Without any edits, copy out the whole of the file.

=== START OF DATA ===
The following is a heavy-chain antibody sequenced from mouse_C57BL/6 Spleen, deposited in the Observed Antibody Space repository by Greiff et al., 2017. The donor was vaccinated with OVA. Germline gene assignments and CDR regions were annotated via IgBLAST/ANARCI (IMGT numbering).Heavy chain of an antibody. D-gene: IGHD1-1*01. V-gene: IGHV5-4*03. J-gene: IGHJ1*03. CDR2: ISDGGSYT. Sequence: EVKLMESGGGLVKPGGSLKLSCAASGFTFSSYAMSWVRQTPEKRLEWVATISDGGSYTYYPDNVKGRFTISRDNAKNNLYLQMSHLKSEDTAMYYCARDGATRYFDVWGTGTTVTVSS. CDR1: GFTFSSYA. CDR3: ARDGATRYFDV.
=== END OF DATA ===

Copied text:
The following is a heavy-chain antibody sequenced from mouse_C57BL/6 Spleen, deposited in the Observed Antibody Space repository by Greiff et al., 2017. The donor was vaccinated with OVA. Germline gene assignments and CDR regions were annotated via IgBLAST/ANARCI (IMGT numbering).Heavy chain of an antibody. D-gene: IGHD1-1*01. V-gene: IGHV5-4*03. J-gene: IGHJ1*03. CDR2: ISDGGSYT. Sequence: EVKLMESGGGLVKPGGSLKLSCAASGFTFSSYAMSWVRQTPEKRLEWVATISDGGSYTYYPDNVKGRFTISRDNAKNNLYLQMSHLKSEDTAMYYCARDGATRYFDVWGTGTTVTVSS. CDR1: GFTFSSYA. CDR3: ARDGATRYFDV.